Hotel Havana Is Romantic Cuban Vibes in Historic Texas

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Although over 1,000 miles northwest of Havana, this San Antonio boutique hotel channels Cuba's capital in many ways. The building's Mediterranean Revival architecture — plus icy-blue paint trim and, in the bar, Cuban rum as a main ingredient — are just a few examples.

The 27-room Hotel Havana — right on San Antonio's Riverwalk — is another example of Bunkhouse Group co-founder and chief creative officer Liz Lambert's creative genius. (Other properties include the funky trailer park El Cosmico in Marfa, Texas and Hotel San Cristobal in Todos Santos, Mexico.)

The property was originally opened in 1914 by a local grocer who wanted to provide a spot for his vendors to crash. Of course, in the century since, the building had fallen into a state of disrepair. "[It] needed some life and love when we first acquired it," Lambert says. "A whirlwind three-month renovation included repainting, resurfacing walls, and bathrooms, but most notably we took every piece of furniture out of the rooms and recovered 80 percent of it in bright vinyl and rich velvet. We were inspired by the notion of these pieces having many lives, like they would in Cuba."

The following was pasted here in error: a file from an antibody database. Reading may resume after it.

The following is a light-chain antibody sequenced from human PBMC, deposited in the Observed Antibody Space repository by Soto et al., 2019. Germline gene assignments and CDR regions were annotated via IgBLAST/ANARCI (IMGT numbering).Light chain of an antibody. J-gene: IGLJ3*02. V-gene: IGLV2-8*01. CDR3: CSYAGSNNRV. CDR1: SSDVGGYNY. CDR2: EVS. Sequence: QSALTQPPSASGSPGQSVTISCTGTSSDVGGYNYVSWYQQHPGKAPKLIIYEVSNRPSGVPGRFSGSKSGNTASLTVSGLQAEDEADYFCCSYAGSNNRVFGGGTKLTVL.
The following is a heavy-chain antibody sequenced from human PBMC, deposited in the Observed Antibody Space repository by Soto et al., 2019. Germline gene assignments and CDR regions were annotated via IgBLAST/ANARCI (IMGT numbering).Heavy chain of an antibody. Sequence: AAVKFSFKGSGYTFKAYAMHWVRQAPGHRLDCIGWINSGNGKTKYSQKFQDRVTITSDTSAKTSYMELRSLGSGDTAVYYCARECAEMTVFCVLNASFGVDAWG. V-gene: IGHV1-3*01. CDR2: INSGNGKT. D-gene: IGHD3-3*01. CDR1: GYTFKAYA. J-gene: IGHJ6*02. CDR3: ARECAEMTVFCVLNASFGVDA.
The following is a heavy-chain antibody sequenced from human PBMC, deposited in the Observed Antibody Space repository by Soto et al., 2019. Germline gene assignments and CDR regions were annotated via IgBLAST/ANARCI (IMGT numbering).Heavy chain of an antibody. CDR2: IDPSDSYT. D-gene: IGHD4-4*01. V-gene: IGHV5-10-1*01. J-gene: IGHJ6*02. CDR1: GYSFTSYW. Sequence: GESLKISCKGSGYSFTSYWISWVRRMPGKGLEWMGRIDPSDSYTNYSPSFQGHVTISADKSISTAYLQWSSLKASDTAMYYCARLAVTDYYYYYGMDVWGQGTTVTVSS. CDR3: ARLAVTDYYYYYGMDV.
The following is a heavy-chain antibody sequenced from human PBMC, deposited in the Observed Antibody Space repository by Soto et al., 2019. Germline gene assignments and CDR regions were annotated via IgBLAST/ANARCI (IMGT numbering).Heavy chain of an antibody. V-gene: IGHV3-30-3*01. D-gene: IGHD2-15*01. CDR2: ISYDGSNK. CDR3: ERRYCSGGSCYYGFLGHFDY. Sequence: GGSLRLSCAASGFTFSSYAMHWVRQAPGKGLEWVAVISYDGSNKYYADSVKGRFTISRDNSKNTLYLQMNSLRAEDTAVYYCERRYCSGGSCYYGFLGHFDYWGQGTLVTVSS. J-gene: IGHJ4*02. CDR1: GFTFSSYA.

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hotel havana lobby
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Lobby

Craftsmanship that's original — and fortunately restored to its former glory — greets visitors in the lobby.

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Studio
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Studio Room

A pale-pink Smeg fridge, prints by San Antonio artist Cruz Ortiz of Snake Hawk Press, and an antique bed frame make up the eclectic decor in the Studio Room.

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hotel havana Grand Suite
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Grand Suite

The Grand Suite offers spacious accommodations, with original Bastrop pine floors, antique furnishings, vintage rugs, large Colonial windows, and vintage Cuban artwork.

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King room
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Havana King Room

In the Havana King room, the design is a veritable love letter to Cuba via its color choices.

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Bath
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Penthouse Bath

Tiles in the Penthouse's bathroom mimic the same icy blues found throughout the hotel and are paired with punches of color in the red Persian rug and burnt-orange plush armchair. An antique arched mirror recalls Colonial design.

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Ocho
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Ocho

Designed to be reminiscent of a birdcage, the hotel's restaurant, Ocho, is housed in a glass and steel conservatory. Photography at Ocho is by Texas photographers Minta Maria and Nick Simonite.


Based in Wisconsin, Kristine Hansen covers art, architecture, travel and food/drink, and lives in a 1920s bungalow.

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